As a special treat, I am presenting a guest blog post by Sofia Rasmussen. This is an issue very relevant to readers of this blog. Enjoy!
The PhD Supply and Demand Crisis
By Sofia Rasmussen
It is traditionally believed that getting a higher education is the key to gaining successful employment. So it is not surprising that the number of students earning a doctorate degree, either through a traditional or online PhD program, is at an all-time high. However, with the economy struggling and job growth crawling, many job seekers with PhDs are having difficulty finding full time employment. The overabundance of doctorate holders has created a supply and demand crisis in the academic job market leaving highly trained PhD graduates looking for employment in other fields and often accepting lower wages. This crisis is effecting the university education system, PhDs and the economy as a whole as the nation’s brightest are unable to reach their fullest potential.
With the economic crash of 2008, the United States government was forced to make severe budget cuts to the university and education system. As a result, universities are unable to offer the same tenure track positions that were previously available to PhD holders. And although many doctorate students are being recruited for their research abilities, those abilities do not translate into full time positions once they earn their degree. Instead, tenure positions are being replaced by underpaid adjunct positions and recent PhD graduates are left struggling to find employment in the academic sector.
The supply and demand crisis for academic positions has had a profound effect on recent PhD graduates entering into the job market – there is a huge deficit in available jobs for PhDs. From 2008-2009, 100,000 new doctorate degrees were awarded while only 16,000 new professorships became available.
PhD graduates are left looking for employment in non-academic sectors. This is creating additional employment challenges for recent doctoral graduates since many non-academic positions do not require a PhD and many hiring managers are reluctant to hire overqualified candidates who would require higher salaries. This leaves many new PhD graduates in jobs unrelated to their academic expertise and making significantly less money than they would in an academic position. So what is being done to combat this employment tragedy?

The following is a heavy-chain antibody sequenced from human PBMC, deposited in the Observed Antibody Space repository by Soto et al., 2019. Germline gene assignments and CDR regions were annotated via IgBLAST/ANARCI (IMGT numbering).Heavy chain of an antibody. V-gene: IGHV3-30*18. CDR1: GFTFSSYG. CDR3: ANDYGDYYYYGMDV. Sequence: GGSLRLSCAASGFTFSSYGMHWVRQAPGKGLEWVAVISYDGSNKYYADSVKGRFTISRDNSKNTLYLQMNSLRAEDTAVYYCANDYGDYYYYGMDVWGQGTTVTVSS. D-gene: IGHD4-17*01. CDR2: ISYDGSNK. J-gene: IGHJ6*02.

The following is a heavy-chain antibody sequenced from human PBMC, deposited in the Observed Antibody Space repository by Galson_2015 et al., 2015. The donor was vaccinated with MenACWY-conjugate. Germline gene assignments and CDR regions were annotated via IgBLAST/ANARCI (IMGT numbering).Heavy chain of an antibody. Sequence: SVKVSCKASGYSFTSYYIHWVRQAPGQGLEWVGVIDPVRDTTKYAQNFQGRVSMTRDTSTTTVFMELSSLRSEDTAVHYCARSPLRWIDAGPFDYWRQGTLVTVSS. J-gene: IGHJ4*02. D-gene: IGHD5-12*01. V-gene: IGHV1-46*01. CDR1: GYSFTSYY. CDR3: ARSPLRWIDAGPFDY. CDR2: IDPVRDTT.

Sadly, not enough is being done on the part of the American government and universities to quell the PhD job crisis. Free research in the form of graduate students motivates many universities to admit an increasing number of doctorate students every year. However, in response to the growing budget cuts to the university systems, many universities are cutting academic positions, leaving nowhere for PhD graduates to go for relevant employment. Between 2008 and 2011 there were 35% fewer assistant professorships offered in Sociology and 39% fewer assistant professorships offered in Political Science. In addition, for the 2011 fiscal year, funds for higher education where cut by $1.2 billion; and cuts are expected to reach $5 billion this year. With more budget cuts to universities and fewer endowments for students, the government is making little effort to expand academic positions and create more jobs for PhDs.
The PhD supply and demand crisis not only effects those who have earned a PhD, but it effects the university system and economy as a whole. As tenure track positions are being replaced by adjunct assignments, PhD graduates are forced to look elsewhere for employment. This drives the most talented PhDs away from the university system and leaves university instruction lacking.
This is a disservice to college students who are not getting the best education and entering in to the job market without having received the best training in their field. The economy is further affected as highly qualified people are unable to be adequately compensated for the skills, more graduates are unable to pay back student loans and less students are motivated to pursue a graduate education.
As the gap between the number of PhD holders and academic positions for PhD holders widens, more and more talented researches and scientists will continue to leave the academic sector in search of more lucrative careers. This leaves universities in need of talented professors and doctorates in need of relevant work. As the economy slowly recovers, more academic positions will become available but the mass discrepancy between academic positions and qualified candidates will only decrease significantly by increasing university funding and academic endowments for students.